London 2017 co-chair Ed Warner has claimed the British Paralympic Association (BPA) and UK Athletics are both "extremely keen" for the city to bid for the 2019 World Para Athletics Championships.
Warner is hoping to hold discussions with City Hall, UK Sport, the Government and other interested parties and stakeholders about the potential for London to stage back-to-back editions of the biennial event.
The 2017 event is due to conclude here today and speaking at the closing press conference, Warner revealed the enthusiasm of both the BPA and the UK Athletics, of which he was formerly chairman, for the event to come back here in two years' time.
The deadline for bids is the beginning of September.
Warner is also chairman of the International Paralympic Committee (IPC) World Para Athletics Technical Committee, the group who will decide which city hosts the 2019 Championships.
"The BPA and UK Athletics are both extremely keen to bid and I think they’ll be making that clear, both of them, in the next 24 hours or so," he said.
"I’ve got really interested, enthusiastic responses from a number of the partners that we need to get behind that.
"For example, I’ve been talking to the Borough of Newham, they’re one of the co-shareholders in the [Olympic] Stadium.
"They’re very enthusiastic.
"So the task from here is to make sure we can get the politicians locally and nationally over the line on this.
"And that’s a task for the next month."
Ask for an estimation on the cost of hosting the 2019 World Championships, Warner claimed "you get 50 of these for one Commonwealth Games".
He wants the Government to give less money to either Birmingham or Liverpool if they are awarded the 2022 Commonwealth Games in order to help fund the World Para Athletics Championships.
"Now, if I look at how much disability sport is embedded in the Commonwealth Games, where there are some showpiece events, but there isn't a full programme," said Warner.
"I would say that making a few small economies in that bid from Liverpool or Birmingham, backed by central Government could swallow up the cost of putting on this which gives all athletes from around the world a amazing opportunity to further their preparations for Tokyo , but more importantly progress the movement for Para-athletics.
"So, it's on a different scale by that magnitude roughly and to my mind if we all step back and look at the benefits of doing it for London, for Newham, for the Paralympic Movement, for UK Athletics, I think you'll have to have a heart of ice not to do it."
Joining Warner at the press conference was IPC vice-president Andrew Parsons, who is one of four candidates vying to succeed Sir Philip Craven as President of the body.
The Brazilian believes London would have an advantage on its rivals if the city was to submit a bid.
"Sport is in our heart, but we do have other bids on the table and we do have to treat them with the same respect that we have for London," Parsons said.
"But London has raised the bar and the other ones bidding, they know they have to deliver what the people will be expecting, which is something like this (the 2017 World Championships) to happen.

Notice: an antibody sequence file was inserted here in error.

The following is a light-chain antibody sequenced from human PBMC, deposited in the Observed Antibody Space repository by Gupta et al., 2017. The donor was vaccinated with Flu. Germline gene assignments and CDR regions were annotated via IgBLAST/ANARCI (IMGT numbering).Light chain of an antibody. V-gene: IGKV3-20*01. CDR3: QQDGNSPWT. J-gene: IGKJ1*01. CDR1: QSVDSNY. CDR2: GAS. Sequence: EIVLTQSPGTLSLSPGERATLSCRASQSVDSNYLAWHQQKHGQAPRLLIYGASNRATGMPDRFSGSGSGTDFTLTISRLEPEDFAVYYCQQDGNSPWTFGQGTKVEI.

"We will be handling all the different bids with the same perspective, but London now has a track record.
"I think we know what London can deliver and the others, we don’t know what they can deliver.
"There is a bid document, but I think London has an advantage because we know we have experience here and we have a lot of good support coming from many of the London partners."
Some athletes have even go so far to suggest that London should become the permanent home of the World Para Athletics Championships, but that is something which Parsons cannot envisage.
"From a personal point of view, I don’t see London as a permanent location," he added.
"One thing is to have it in 2019 but you cannot have a permanent location for World Championships, whether in Para athletics, whether in Para-swimming or any other sports that we are the governing body of."
IPC spokesman Craig Spence confirmed that 305,000 tickets were sold for the 2017 World Para Athletics Championships, just 10,000 less than what was sold for last year's Paralympic Games in Rio de Janeiro.
While the 56,000-capacity Olympic Stadium may have looked sparse at times, the World Championships will go down as the best attended outside of a Paralympics.
Sales total more than the amount sold for all eight of the previous championships combined.
Only 15,000 tickets were sold for the 2015 edition in Qatar’s capital Doha.
Canadian wheelchair racer Brent Lakatos, who today became just one of three athletes to win four gold medals at these Championships, is among those who have given their backing to all future World Championships being held in London.
The 37-year-old, a triple silver medallist when the Paralympics were held in London in 2012, recently tweeted a message which read: "The UK is the birthplace of the Paralympics.
"The London 2017 Worlds are the best ever.
"Let’s make London the permanent home of the Para World Championships."
Lakatos has competed at five editions of the World Championships and disagrees with the argument that moving the event around the world will be more beneficial for the development of the sport.
"I actually think that that’s wrong," he told insidethegames.
"I think if you look at the previous Games, they’ve been in Assen (2006), they’ve been in Christchurch (2011), they’ve been in France (Lyon 2013), they’ve been in Qatar in Doha, and we’ve been competing in front of empty stadiums."